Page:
Now Dr. Bunce’s team of Australian researchers has turned to a technique that can rapidly read thousands of DNA strands — next-generation DNA sequencers.

When the meds are “sequenced,” researchers can then check the genetic sequences against databases to learn which plants or animals they come from. This ‘deep sequencing’ technique is very effective — it’s been used to characterize mixtures of microbes living in environments as diverse as animal guts and oceans.

Mislabeling
What the Australian researchers discovered was that Chinese herbal medicines contain ingredients derived from toxic plants, livestock — and even endangered animals. Worse, few of these ingredients were actually listed on the packaging. Their findings are published in the April 12 issue of PLoS Genetics.

“There’s absolutely no honesty in the labeling of these products. What they declare is completely at odds with what’s in there,” says Dr. Bunce.

Over all, the researchers found that 78 percent of the samples contained animal DNA that was not labeled in Chinese or English on the packaging.

“A product labeled as 100 percent Saiga antelope contained considerable quantities of goat and sheep DNA,” Dr. Bunce reveals. “Another product, Mongnan Tianbao pills, contained deer and cow DNA, the latter of which may violate some religious or cultural strictures,” he tells Medical Daily.

Teasing out DNA sequences
Traditional Chinese medicine often contains a number of animal and plant components that are meant to act synergistically to treat a particular ailment. What Dr. Bunce’s team did was to sequence DNA from 15 traditional Chinese medicine preparations — including tablets, powders and teas — that had been seized by Australian customs. Focusing on DNA from chloroplasts and mitochondria — the energy-producing cell structures that have their own genomes — the researchers produced 49,000 genetic sequences.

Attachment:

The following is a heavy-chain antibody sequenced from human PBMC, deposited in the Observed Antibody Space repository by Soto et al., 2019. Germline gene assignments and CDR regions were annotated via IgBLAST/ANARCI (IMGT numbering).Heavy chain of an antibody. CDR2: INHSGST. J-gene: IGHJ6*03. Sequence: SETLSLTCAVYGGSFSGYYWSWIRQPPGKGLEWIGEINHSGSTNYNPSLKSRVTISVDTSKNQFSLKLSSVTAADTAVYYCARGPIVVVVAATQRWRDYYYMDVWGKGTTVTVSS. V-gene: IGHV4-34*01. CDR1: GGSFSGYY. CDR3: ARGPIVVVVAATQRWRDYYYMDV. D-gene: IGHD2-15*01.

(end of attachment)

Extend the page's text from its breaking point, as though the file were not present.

According to a New York Times report on the study, “Figuring out which vertebrates were present was relatively straightforward” but “plants were trickier to pin down.”


“For the researchers to identify what species their sample reads correspond with, they must have something for comparison in a database. Many plant species have yet to be sequenced, though bar code of life initiatives are improving the situation,” the Times says.

“Significantly more money has been invested in animal DNA bar-coding,” Damon P. Little, the assistant curator of bioinformatics at the New York Botanical Garden, tells the Times. “Plant DNA bar-coding efforts will need a similar investment before the reference database will be of comparable depth,” he explains. Damon wasn’t involved in the study.

And what exactly did the researchers find in the TCMs?
• Goat, sheep, deer, buffalo, cow and toad DNA.
• Endangered Saiga antelope and vulnerable Asiatic black bear– two species protected under the Convention on International Trade in Endangered Species that is signed by China and 175 other countries.
• 68 families of plants.
• The most common plant found was mint — often used to treat gastrointestinal upset and gallbladder problems.
• Another common plant was liquorice root –classified as one of the Chinese 50 fundamental herbs but also threatened with species extirpation in some Chinese provinces because of over-harvesting.
• Ephedra, a poisonous herb banned in the U.S., was found in a product labeled as laryngitis medicine
• Aristolochic acid from aristolochia — a known nephrotoxin, hepatotoxin and carcinogen — was also found in this medicine for laryngitis.

“Aristolochic acid is seriously toxic, it has killed people who have taken the wrong dose,” Dr. Bunce warns. “I’d rather have laryngitis than take that material.”